“It has its claws in her deep. I can feel her soul and its essence resonating close together. It’s going to take a lot to get them untangled. Even then I won’t guarantee her survival. It’s been in her more than three days, and I have no idea how it took ya’ll that long to notice. Or why you hadn’t gone for help,” I said with a heavy rasp, reprimanding him and those around us.
The thick scar from where my right collarbone and shoulder connected, all the way up and across to behind my left ear, was a reminder of my own stupidity. The knife-wielding demon cut through my vocal chords, among other things. Only the best healer left to the midlands–once known as the central United States–was able to keep me alive.
Even then he’d been limited in what he could do about my voice. On bad days I couldn’t get out a couple of sentences before it was too painful to speak. The muscles seizing up like the world’s worst cramp. Today was a good day, but bless it all that I had to spend it talking about what was in front of me, and I didn’t mean the demon.
Three days was the limit to how long a soul could stay completely separate from a demon’s essence. After that they started to merge, making it more dangerous and deadly to remove the demon as time went on.
What I wanted to know was how the demon had been able to bypass all the wardings and alarms, as well as how the people around her remained oblivious to the signs. There were a few obvious ones common to all demons, and they were evident in the girl.
What used to be curly, flame red hair, was now greasy, limp, and falling out in clumps. Not to mention her eyebrows were completely gone. The strong energy given off by nasty creatures inhabiting a human body tended to cause full-body balding. Other signs were teeth sharpening and lengthening. Nails thickening and hardening into claws. Radical behavior changes. Last but not least: the eyes. Depending on what type of demon it was, would depend on what color their eyes were. All of which would have happened within hours of the girl’s possession. Demons tended to work quick and dirty, and their presence was usually spotted fast. Thank God for that small favor.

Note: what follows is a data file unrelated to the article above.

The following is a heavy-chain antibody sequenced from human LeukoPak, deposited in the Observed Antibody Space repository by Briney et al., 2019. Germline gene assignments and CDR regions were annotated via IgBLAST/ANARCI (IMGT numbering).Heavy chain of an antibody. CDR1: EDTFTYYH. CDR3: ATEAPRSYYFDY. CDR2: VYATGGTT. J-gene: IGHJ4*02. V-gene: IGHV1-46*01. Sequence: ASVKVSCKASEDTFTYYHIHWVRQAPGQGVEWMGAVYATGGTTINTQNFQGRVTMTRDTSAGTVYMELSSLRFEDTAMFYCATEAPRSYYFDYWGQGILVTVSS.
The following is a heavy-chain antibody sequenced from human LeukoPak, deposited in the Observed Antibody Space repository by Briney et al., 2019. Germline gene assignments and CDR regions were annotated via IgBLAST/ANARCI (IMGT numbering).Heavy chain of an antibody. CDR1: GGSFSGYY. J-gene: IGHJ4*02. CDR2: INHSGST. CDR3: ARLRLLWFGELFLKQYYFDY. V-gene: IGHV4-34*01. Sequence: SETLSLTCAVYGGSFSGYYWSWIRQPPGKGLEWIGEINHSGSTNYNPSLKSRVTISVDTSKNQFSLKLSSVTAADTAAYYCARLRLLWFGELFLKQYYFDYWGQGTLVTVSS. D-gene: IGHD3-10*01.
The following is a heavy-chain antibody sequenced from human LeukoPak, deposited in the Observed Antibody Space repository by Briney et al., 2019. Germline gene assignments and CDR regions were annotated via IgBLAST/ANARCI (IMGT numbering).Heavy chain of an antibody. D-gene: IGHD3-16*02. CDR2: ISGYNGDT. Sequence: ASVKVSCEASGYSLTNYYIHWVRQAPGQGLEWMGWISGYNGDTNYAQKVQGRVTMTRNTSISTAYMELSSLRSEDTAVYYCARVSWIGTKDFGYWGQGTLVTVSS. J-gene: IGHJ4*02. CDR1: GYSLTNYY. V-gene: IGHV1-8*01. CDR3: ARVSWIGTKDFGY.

I had double-checked the alarms and wards on the edges of town, making sure they went all the way ‘round. They were solid. Which meant the girl was infected outside of town limits, and she never should have been beyond those boundaries.
Children, while not always the best hosts, were like flames to evil’s moth. Even a blessed symbol of some sort, or any manner of religious protection, was not a guarantee of protection for them. They needed to be behind solid protective forces, guarded by the wardings anchored into the ground and buildings around them. Adults hoarded children behind such shields, like dragons from stories hoarding precious gold and jewels.